Most of the foundations that FREE identifies as funding their programs for judges simultaneously fund libertarian law firms like Pacific Legal Foundation and Washington Legal Foundation to bring federal court litigation challenging environmental laws. In this way, these sponsoring foundations can attempt to influence both the judges and the cases that will come before them. We are not the only ones to link FREE's "educational programming" to the litigation activities of WLF, PLF, and others. These are the words of FREE trustee James Huffman: “The Political Economy Research Center (PERC) laid the foundation for what has become known as free market environmentalism. Through a long term strategy of educational programming, PERC and its off shoot, the Foundation for Research on Economics and the Environment (FREE), have spread their message to journalists, congressional staffers, federal judges, government bureaucrats, environmental activists, and the general public. Thus, in the words of a FREE trustee, FREE is engaged in "educational programming" of federal judges that supports the legal challenges to "command and control" environmental protections brought by PLF and WLF. The fact that the same foundations support FREE's seminars and WLF's litigation suggests very strongly that these foundations too understand the synergy between the complementary efforts: they fund FREE to advance the litigation interests of other foundation grantees.

More from the Journal:

FREE uses its judicial seminars to advance the pecuniary and ideological interests of the corporations and foundations that provide FREE's funding. FREE has defended its use of free trips to influence the views of federal judges as the American way. Responding to criticism of FREE's judicial seminars, Huffman (emphasis Carla) told the San Diego Union-Tribune: "If people feel strongly about ideas and they want to influence someone in government they can-that's the way the system works."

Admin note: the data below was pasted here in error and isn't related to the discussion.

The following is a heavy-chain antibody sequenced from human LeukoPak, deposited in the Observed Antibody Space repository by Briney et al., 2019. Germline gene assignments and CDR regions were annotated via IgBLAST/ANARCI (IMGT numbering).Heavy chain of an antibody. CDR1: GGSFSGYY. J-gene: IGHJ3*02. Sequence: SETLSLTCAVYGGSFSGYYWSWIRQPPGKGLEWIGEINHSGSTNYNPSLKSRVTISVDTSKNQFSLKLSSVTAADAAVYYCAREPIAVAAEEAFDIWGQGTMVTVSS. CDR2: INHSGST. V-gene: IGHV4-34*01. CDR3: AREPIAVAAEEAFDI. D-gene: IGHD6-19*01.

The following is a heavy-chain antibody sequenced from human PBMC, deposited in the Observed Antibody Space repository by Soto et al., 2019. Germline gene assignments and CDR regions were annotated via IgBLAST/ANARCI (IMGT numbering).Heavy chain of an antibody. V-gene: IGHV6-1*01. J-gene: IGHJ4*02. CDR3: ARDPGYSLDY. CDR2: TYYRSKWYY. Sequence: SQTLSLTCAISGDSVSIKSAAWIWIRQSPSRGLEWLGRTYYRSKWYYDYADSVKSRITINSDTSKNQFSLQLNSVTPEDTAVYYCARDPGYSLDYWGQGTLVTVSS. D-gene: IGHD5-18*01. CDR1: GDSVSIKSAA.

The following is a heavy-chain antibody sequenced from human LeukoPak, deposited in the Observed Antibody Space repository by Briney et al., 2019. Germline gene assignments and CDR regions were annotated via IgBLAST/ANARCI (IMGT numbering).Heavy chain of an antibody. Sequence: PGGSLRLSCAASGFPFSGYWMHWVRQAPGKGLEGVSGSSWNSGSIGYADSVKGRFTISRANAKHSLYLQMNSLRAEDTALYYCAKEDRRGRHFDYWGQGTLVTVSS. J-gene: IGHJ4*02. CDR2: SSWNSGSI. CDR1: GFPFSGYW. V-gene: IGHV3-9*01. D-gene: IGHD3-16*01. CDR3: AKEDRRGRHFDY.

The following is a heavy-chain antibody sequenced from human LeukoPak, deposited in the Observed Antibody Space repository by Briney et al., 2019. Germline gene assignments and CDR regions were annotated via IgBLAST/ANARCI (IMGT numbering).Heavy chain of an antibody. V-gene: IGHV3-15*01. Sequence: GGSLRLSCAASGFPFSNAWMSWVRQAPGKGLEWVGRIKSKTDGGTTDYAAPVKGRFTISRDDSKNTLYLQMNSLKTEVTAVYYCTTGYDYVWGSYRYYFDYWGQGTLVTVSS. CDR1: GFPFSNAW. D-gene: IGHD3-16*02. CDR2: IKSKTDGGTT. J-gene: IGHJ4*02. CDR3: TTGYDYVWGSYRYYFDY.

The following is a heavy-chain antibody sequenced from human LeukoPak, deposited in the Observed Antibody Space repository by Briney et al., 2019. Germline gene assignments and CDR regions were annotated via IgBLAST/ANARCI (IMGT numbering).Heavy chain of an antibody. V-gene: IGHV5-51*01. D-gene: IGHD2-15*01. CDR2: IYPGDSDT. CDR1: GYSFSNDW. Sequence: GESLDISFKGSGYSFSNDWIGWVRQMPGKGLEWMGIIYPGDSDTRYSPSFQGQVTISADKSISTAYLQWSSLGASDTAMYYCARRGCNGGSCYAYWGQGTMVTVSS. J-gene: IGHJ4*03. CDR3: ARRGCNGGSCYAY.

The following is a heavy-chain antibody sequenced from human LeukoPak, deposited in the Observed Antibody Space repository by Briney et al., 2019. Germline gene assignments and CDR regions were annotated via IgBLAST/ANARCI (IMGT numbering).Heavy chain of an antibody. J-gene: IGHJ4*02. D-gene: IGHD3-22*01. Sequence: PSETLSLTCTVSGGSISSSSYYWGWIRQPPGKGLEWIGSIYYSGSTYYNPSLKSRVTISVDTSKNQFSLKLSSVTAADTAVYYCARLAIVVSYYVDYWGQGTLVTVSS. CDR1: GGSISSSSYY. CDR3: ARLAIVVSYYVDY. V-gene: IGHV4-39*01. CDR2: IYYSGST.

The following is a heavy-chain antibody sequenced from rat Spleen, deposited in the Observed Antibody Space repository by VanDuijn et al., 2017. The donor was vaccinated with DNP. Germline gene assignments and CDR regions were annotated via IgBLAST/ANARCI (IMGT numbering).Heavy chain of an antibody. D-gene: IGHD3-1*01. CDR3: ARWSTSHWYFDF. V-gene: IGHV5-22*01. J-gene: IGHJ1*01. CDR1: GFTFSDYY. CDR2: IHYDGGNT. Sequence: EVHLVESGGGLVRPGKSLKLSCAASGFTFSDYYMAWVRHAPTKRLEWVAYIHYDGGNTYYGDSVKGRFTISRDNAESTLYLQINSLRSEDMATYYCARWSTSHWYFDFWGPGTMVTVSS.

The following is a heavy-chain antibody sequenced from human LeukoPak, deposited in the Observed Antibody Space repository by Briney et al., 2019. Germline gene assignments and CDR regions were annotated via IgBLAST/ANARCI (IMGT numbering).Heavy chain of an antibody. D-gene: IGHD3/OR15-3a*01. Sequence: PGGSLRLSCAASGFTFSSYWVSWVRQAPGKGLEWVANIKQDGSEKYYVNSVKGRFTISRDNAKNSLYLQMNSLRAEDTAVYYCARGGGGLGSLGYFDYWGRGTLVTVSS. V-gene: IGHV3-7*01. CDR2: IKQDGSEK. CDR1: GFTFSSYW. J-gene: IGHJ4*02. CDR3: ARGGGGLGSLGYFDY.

So the system works to give people with lots of cash and power all the influence, according to Huffman. He doesn't seem particularly eager to change it. So he's running for the US Senate...to make the system work for the wealthy and powerful...even more?


We've got plenty of corporate influence and wealthy, powerful individuals lobbying the halls of government on all sides of the aisle. A guy that simply shrugs his shoulders at the problem (or perhaps doesn't see it as a problem at all) isn't someone I want representing me in the US Senate.

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    The full article is available for a fee, and I don't want to post it for free without permission.

    You're learning.

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    Stick with Wyden. The big corporations don't influence him.


    Public option? Preserve the estate tax? Oh no -- Ron's got other ideas.

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        Yes, actually many do. Huffman isn't Wyden and isn't beholden to anyone. Like Maurer he can be no worse than the status quo so many are willing to try soemthing new. What we have clearly isn't effective.

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    I've heard of Jack Bogdanski but I don't know his politics- would it be likely he'd vote GOP merely because he points up that most (almost all) of the Dems aren't that great?

    And, sure, Huffman is terrible. Doesn't mean I'm going to vote for AIPAC Ron Wyden, though.

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    Although Bogdanski spoke only of Wyden.

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    Great article, Carla -- yet another illustration of the vast contrast between Wyden and Huffman's backgrounds and positions this year.

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    Carla, I am sure everyone understands the dilemma of voting for someone who consistently lets you down, Wyden, and his opponent who is babbling about free market environmentalism, Huffman. However, this has been a miserable decade. It can no longer be the case that we vote to keep a certain party in power, because the alternative is supposedly worse.